New in-feed antibiotic approved for freshwater-reared Salmonids

The Fish Site
by The Fish Site
29 March 2007, at 1:00am

US - AQUAFLOR (florfenicol), the first new in-feed antibiotic licensed for U.S. aquaculture in more than two decades, has become the first and only antibiotic approved for controlling mortality in freshwater-reared salmonids due to Flavobacterium psychrophilum (coldwater disease), which causes mortality rates of 30 to 45 percent annually in hatchery-reared trout and salmon.

"The new claim for AQUAFLOR is really big news for our industry," said John Bechtel, president of the U.S. Trout Farmers Association. "It's been a long, long time since we've had a new antibiotic - and we desperately need one. We really appreciate the effort and investment that Schering-Plough Animal Health has made to bring this product to our producers."

Developed by Schering-Plough Animal Health Corporation, AQUAFLOR Type A Medicated Article has been proven worldwide to be effective against a wide range of bacteria in several aquatic species. It is also highly palatable and has an excellent safety profile for fish, human food and the environment.

Unlike sulfa drugs and tetracyclines, this unique antibiotic was developed specifically for use in food animal species. Studies have shown that AQUAFLOR can be used in trout and other freshwater-reared salmonids, from sac fry to food fish, with no reduction in feed consumption or growth. The product's short, 15-day withdrawal period gives producers ample flexibility when marketing fish.

Effective against coldwater disease

Trials conducted with the U.S. Fish and Wildlife Service have shown AQUAFLOR to be highly effective against coldwater disease. In steelhead trout, for example, fingerlings treated with AQUAFLOR had 60 percent less mortality than untreated controls, even though initiation of treatment was delayed far beyond what would be typical in most field situations.

"Coldwater disease often results in prolonged, chronic mortality and is one of the most economically significant diseases of salmonid aquaculture - not just in the U.S., but also worldwide," says Richard Endris, Ph.D., aquaculture research program manager for Schering-Plough Animal Health.

"In fingerlings and food fish, the disease produces lethargy, poor appetite and dark coloration," he adds. "Infected fish can also develop spinal deformities, which reduce their value."

Trials have also shown that fish consume feed medicated with AQUAFLOR at the same rate as unmedicated feed - even when AQUAFLOR is used at 10 times the recommended dose rate.

"The palatability of an antibiotic is extremely important because it ensures optimum feed and antibiotic intake during the critical treatment period," Dr. Endris says. "It also helps fish stay on feed in the face of a severe disease challenge."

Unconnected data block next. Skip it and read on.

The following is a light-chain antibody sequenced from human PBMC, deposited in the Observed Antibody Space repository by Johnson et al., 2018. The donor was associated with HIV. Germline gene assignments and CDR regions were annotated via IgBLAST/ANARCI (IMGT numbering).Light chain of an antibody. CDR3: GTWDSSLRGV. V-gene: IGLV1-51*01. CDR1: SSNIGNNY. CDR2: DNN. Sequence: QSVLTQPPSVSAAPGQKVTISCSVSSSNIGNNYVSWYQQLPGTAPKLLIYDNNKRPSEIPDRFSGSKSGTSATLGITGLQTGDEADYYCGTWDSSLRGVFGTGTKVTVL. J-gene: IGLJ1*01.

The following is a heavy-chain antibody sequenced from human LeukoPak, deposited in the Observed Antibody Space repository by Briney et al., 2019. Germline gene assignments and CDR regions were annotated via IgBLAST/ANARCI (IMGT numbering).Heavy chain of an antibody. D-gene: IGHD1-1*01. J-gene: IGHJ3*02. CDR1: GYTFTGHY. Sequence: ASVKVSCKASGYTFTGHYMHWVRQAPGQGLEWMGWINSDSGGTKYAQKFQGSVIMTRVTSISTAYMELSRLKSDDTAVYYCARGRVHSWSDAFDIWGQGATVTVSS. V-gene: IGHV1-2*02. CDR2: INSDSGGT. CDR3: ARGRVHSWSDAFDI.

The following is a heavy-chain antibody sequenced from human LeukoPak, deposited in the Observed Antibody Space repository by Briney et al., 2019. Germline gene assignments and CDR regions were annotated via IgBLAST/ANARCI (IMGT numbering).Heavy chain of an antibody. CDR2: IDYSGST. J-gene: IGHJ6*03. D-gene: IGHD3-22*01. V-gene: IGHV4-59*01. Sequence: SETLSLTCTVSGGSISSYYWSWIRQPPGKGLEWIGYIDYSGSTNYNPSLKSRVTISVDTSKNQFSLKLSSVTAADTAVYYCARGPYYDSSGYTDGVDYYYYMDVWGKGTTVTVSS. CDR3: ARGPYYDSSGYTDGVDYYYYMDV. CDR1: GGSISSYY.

AQUAFLOR is a highly stable product, both as a packaged premix and in feed following high-temperature extrusion. For salmonid feeds, it can be incorporated prior to pelleting or coated onto pellets. Schering-Plough Animal Health recommends using feed medicated with AQUAFLOR as the sole ration for 10 consecutive days. Treatments should be discontinued 15 days before marketing. AQUAFLOR is not approved for use in breeding stock.

VFD ensures correct usage

AQUAFLOR is the first in-feed antibiotic in aquaculture and the second for all food-animal species to be classified by the FDA as a Veterinary Feed Directive (VFD) drug. VFD is a category established in 1996 to help the agency more closely control new therapeutic products, primarily antimicrobials, and their use in food animals. The VFD classification applies only to new in-feed therapeutics approved by FDA after 2000. Fish farmers may obtain VFD drugs through normal feed distribution channels, but they will require a signed Veterinary Feed Directive from a licensed veterinarian.

Dr. Dave Erdahl, fisheries biologist and Branch Chief of the Aquatic Animal Drug Approval Partnership (AADAP) Program of the U.S. Fish and Wildlife Service, Bozeman, Mont., doesn't think the VFD process will be a major issue for most producers raising trout and other freshwater-reared salmonids.

"The role of veterinarians in aquaculture is expanding," he says. "There are already a considerable number of operations working directly with consulting veterinarians or veterinarians on staff with state and federal agencies.

"Like anything new, it may be a bit problematic at first," he adds, "but I look at the VFD process as a 'growing pain' for our industry. If we want new products to maintain fish health, we have to comply with the new regulations. It's that simple."

While AQUAFLOR is relatively new to the U.S. market, it has been used successfully for more than 15 years in other major aquaculture markets, including Japan, Europe and Latin America, to treat diseases in other farm-raised aquatic species. Since October 2005, AQUAFLOR has been approved for control of mortality in catfish due to enteric septicemia (ESC) associated with Edwardsiella ictaluri. Schering-Plough Animal Health is actively seeking claims for other disease-causing pathogens in freshwater-reared salmonids, catfish and other species.

NUFLOR (florfenicol), a sister product to AQUAFLOR, has been used successfully in the United States since 1996 to treat respiratory disease in beef and non-lactating dairy cattle. More recently, NUFLOR (florfenicol) Oral Solution and NUFLOR (florfenicol) Premix were approved for use in swine.